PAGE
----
New answers tagged

0

Referring to the off-topic questions: One thing I have noticed on this subject was that there have been plenty of questions I have Googled and ended up on SO for. And while the questions themselves are alright and have usable answers for them, they are often labeled as "off-topic" because they do not necessarily belong on SO but usually one of the other ...


2

Having used Stack Overflow for quite a while, though passively (not actively asking/answering questions), I have come to see that many NEW users (including myself for a while) do seem to have this outlook. But as I have become a stronger programmer and thus come to have different and more specialized questions, this belief has faded. Now I can see that I ...


2

Based on my own experience I share your concern and would want system to account for it (more on that below). But the particular way you suggest looks like a bad idea because it opens a door for a very painful system abuse. Thing is, rep penalty is intended not to punish but to throttle. Without it, a determined spammer could set up a voting ring, inflate ...


7

I think it's worth revisiting this penalty and see if it still serves a useful purpose on the current Stack Exchange sites. The 100-point reputation penalty from validated spam and offensive flags is an artifact of a time before current anti-spam and anti-trolling measures. It was intended to drop a user down to a reputation of 1 and use reputation barriers ...


7

For the Critic badge, you need yourself to downvote somebody else's post. You have 125 reputation, so you do have the privilege, and it shouldn't be that hard to find something worth downvoting. If you already did so, the badge should arrive in an hour or so - most badges are not awarded instantaneously. As for losing your reputation: here you can check ...


5

Simply and strictly NO! Reputation can't be bought. Reputation comes from your positive contributions to this site, where these are accepted edits on posts well achieved questions or answers Period! And these are judged from peer users upon what's left by you regarding contents. Money is irrelevant here, and that's good so, because such would just ...


64

No, that's an absurd idea and so far removed from acceptable discourse that I feel a little bad for even responding to it, but here goes anyway: Golden frame around questions and answers. Probably the most harmless suggestion of the bunch, but still very contrary to what Stack Overflow is about. We don't care about who posted it, just about the ...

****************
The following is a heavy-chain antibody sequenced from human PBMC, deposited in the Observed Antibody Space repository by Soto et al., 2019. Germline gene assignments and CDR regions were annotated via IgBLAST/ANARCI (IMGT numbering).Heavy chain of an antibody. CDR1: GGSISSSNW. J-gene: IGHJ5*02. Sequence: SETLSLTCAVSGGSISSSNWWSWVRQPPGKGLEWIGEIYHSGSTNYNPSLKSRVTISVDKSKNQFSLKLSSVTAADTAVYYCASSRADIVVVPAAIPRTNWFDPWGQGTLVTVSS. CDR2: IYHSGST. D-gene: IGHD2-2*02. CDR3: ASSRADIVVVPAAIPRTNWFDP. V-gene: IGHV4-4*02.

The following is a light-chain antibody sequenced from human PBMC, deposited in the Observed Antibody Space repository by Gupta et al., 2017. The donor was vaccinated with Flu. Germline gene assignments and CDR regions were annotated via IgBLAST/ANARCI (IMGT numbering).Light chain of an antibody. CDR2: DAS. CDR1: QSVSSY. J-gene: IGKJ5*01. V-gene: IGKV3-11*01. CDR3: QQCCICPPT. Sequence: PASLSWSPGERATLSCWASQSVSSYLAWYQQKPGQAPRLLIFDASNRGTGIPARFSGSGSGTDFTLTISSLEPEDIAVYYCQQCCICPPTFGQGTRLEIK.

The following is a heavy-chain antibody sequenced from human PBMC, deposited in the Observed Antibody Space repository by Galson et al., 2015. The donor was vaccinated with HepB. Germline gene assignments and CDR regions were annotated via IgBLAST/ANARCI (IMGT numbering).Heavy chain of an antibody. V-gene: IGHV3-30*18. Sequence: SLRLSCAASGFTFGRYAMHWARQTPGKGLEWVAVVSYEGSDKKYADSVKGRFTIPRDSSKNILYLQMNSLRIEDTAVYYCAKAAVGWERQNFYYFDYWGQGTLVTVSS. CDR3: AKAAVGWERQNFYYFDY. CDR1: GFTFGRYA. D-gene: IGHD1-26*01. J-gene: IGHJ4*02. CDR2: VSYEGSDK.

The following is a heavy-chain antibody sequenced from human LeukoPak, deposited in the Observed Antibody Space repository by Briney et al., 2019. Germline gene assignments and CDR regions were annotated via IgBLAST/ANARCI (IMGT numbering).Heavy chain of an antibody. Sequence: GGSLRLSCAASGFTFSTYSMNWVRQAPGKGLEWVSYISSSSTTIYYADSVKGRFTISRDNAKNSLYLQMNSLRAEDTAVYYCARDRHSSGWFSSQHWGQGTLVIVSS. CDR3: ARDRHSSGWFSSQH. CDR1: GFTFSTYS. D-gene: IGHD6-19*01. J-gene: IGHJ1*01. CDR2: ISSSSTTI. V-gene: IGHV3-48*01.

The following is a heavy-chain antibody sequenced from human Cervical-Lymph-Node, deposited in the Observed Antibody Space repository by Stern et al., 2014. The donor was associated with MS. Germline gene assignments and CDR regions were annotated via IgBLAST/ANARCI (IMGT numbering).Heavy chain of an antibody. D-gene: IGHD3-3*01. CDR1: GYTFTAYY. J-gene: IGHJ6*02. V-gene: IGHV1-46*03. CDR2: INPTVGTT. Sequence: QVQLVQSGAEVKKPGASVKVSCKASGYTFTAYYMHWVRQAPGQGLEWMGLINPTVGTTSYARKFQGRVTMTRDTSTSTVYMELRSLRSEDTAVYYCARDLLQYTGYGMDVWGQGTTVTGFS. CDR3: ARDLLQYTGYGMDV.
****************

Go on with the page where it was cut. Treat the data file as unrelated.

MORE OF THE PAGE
2

The upvotes stay as they were. Only if an account is deleted, the votes could get invalidated. Also if a post is a deleted the reputation gain is reversed, as it never happened.


8

That's not entirely true. Ever since SO's inception, the questions per day rate has been consistently on the increase (besides the occasional and temporary drop). It may seem like everything that can be asked today has been asked. Then stop looking at today, and start looking at tomorrow, and the days, weeks, months and years that follow. What happens ...


8

Will a time come when 99% of all programming problems are solved, and there's barely any room for questions that aren't too localized? Yes, if people would just quit making new stuff that has new problems. We're nowhere near question saturation. It's not a thing to worry about yet.


1

Or the downvotes when he was at 1 rep will be "forgiven" and his actual rep score will be at 11? The reputation will indeed be 11. I am upset because some users abandon questions, and I still catch myself trying to help them. Life's too short to get upset about things like that. Help them and move on. Don't help people because you want the votes.


4

We on Codegolf had the problem that a question got popular. It was shared first on the sideboard, then on HN and reddit, and attracted a lot of low quality posts. The people who posted an answer had (most of the time) already an SO profile, but they did not know what was expected from them in an answer. Self-regulation, like it is normally the case did not ...


13

I do not support this feature request. If I am running into an issue and I need to go to SO for a solution, I'm going to look at the answers that appear to solve an issue similar to my own and evaluate which seems most promising. Then I will try using the answer in code and test it. If it works, then I will upvote the answer. If I do try multiple answers ...